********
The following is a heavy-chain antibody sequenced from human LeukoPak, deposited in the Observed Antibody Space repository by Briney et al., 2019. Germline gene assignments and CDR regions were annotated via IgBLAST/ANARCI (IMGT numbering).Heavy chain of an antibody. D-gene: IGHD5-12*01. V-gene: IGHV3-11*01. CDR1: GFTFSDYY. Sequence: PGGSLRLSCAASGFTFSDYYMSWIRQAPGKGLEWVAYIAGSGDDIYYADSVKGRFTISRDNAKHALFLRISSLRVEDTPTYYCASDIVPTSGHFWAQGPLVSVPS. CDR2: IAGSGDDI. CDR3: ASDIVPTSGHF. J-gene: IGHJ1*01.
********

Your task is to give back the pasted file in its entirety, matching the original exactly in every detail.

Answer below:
The following is a heavy-chain antibody sequenced from human LeukoPak, deposited in the Observed Antibody Space repository by Briney et al., 2019. Germline gene assignments and CDR regions were annotated via IgBLAST/ANARCI (IMGT numbering).Heavy chain of an antibody. D-gene: IGHD5-12*01. V-gene: IGHV3-11*01. CDR1: GFTFSDYY. Sequence: PGGSLRLSCAASGFTFSDYYMSWIRQAPGKGLEWVAYIAGSGDDIYYADSVKGRFTISRDNAKHALFLRISSLRVEDTPTYYCASDIVPTSGHFWAQGPLVSVPS. CDR2: IAGSGDDI. CDR3: ASDIVPTSGHF. J-gene: IGHJ1*01.